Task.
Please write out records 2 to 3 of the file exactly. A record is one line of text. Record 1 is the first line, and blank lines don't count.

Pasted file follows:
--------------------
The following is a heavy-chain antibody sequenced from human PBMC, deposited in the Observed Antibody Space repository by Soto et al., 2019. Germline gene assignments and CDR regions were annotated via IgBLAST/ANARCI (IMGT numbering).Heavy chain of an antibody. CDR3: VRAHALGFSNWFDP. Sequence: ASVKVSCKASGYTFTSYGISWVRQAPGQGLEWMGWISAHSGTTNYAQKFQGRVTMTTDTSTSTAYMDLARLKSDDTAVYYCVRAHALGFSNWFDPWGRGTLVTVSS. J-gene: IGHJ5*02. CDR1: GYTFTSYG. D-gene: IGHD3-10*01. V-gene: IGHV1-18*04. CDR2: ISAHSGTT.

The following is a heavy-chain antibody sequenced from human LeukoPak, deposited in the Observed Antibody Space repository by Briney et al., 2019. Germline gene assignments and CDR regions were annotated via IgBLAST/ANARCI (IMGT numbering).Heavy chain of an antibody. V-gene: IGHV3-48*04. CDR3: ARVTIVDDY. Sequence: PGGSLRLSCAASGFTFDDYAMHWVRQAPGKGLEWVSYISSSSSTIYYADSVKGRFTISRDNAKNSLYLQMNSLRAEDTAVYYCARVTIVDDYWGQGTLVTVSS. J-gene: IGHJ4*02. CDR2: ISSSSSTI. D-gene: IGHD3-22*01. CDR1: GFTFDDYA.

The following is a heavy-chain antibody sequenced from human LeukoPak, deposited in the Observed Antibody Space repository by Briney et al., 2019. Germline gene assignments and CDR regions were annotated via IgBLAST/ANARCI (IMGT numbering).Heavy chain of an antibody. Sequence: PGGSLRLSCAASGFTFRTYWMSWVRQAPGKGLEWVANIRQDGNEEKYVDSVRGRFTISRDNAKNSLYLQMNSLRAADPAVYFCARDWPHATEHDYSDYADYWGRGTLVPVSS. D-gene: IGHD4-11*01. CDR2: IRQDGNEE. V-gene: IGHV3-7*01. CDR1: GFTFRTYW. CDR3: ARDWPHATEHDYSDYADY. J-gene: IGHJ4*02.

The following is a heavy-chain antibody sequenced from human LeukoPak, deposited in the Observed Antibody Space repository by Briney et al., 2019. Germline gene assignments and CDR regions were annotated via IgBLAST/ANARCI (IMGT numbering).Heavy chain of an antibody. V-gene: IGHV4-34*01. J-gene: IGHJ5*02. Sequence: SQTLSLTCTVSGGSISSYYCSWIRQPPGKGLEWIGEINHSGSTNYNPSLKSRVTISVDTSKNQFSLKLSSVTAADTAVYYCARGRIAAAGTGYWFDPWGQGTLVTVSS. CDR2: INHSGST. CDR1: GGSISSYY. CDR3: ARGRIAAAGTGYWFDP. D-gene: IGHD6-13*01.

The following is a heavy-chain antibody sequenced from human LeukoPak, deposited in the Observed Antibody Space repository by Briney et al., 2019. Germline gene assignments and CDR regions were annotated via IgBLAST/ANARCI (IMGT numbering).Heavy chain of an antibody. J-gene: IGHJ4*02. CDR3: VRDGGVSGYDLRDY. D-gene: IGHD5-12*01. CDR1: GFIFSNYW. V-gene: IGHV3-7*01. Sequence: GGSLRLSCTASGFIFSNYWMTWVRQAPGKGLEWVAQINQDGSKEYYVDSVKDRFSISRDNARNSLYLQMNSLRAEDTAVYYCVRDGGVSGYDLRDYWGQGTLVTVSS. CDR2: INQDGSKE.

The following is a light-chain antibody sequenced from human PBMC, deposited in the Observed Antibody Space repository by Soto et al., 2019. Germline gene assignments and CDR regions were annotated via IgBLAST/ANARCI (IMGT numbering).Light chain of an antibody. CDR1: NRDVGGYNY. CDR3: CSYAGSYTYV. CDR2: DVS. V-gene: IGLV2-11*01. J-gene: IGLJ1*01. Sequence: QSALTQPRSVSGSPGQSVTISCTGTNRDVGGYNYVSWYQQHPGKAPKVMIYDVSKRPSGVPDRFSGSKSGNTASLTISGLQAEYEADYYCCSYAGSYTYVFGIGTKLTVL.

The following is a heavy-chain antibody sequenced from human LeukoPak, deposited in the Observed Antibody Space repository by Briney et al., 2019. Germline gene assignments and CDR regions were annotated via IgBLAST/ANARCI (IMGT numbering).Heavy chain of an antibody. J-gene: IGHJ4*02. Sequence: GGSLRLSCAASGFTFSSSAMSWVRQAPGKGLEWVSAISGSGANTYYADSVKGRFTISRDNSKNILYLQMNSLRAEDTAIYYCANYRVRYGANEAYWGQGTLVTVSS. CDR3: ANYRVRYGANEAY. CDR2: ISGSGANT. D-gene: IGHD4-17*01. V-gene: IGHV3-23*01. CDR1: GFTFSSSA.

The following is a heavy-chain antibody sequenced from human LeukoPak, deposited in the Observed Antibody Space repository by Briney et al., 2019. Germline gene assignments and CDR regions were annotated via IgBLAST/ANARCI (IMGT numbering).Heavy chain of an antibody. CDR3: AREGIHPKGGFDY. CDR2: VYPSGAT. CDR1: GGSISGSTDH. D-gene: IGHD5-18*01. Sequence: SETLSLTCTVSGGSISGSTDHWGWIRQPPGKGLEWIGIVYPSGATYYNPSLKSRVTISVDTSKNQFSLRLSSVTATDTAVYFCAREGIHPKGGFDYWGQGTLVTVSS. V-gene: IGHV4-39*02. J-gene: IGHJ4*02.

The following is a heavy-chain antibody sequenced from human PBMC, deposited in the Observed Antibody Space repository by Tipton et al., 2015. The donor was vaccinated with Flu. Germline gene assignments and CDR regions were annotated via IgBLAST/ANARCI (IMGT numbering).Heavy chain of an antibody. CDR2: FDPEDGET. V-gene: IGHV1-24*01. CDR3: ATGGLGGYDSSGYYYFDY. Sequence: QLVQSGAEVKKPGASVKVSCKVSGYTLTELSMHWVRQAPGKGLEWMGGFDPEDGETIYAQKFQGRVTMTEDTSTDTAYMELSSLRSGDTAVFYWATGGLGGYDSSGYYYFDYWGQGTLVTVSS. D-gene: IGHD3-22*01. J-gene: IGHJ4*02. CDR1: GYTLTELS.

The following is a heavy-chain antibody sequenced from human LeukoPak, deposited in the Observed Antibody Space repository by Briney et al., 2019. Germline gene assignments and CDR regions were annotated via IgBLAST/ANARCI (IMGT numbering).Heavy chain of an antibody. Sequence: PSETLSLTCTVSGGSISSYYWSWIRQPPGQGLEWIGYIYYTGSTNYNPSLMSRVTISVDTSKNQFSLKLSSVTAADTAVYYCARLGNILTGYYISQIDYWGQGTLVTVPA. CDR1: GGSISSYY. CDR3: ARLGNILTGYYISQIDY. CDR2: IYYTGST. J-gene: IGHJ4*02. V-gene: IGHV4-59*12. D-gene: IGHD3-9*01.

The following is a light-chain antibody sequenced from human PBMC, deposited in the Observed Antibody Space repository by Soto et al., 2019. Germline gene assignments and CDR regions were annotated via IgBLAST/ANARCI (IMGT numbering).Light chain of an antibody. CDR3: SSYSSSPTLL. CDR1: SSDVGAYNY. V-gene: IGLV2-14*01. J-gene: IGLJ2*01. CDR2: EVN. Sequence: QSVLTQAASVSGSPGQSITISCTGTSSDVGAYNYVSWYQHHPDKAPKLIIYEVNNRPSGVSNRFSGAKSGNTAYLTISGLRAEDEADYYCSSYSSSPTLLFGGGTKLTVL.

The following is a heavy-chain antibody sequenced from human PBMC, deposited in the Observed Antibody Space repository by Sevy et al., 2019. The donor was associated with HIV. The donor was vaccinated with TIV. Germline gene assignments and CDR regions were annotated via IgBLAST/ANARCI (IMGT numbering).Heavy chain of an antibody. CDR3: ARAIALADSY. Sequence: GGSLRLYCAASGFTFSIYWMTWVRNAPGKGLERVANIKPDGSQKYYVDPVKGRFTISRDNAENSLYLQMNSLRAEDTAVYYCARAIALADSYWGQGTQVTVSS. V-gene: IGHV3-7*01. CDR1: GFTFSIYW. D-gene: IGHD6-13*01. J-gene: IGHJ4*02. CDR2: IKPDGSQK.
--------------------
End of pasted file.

The following is a heavy-chain antibody sequenced from human LeukoPak, deposited in the Observed Antibody Space repository by Briney et al., 2019. Germline gene assignments and CDR regions were annotated via IgBLAST/ANARCI (IMGT numbering).Heavy chain of an antibody. V-gene: IGHV3-48*04. CDR3: ARVTIVDDY. Sequence: PGGSLRLSCAASGFTFDDYAMHWVRQAPGKGLEWVSYISSSSSTIYYADSVKGRFTISRDNAKNSLYLQMNSLRAEDTAVYYCARVTIVDDYWGQGTLVTVSS. J-gene: IGHJ4*02. CDR2: ISSSSSTI. D-gene: IGHD3-22*01. CDR1: GFTFDDYA.

The following is a heavy-chain antibody sequenced from human LeukoPak, deposited in the Observed Antibody Space repository by Briney et al., 2019. Germline gene assignments and CDR regions were annotated via IgBLAST/ANARCI (IMGT numbering).Heavy chain of an antibody. Sequence: PGGSLRLSCAASGFTFRTYWMSWVRQAPGKGLEWVANIRQDGNEEKYVDSVRGRFTISRDNAKNSLYLQMNSLRAADPAVYFCARDWPHATEHDYSDYADYWGRGTLVPVSS. D-gene: IGHD4-11*01. CDR2: IRQDGNEE. V-gene: IGHV3-7*01. CDR1: GFTFRTYW. CDR3: ARDWPHATEHDYSDYADY. J-gene: IGHJ4*02.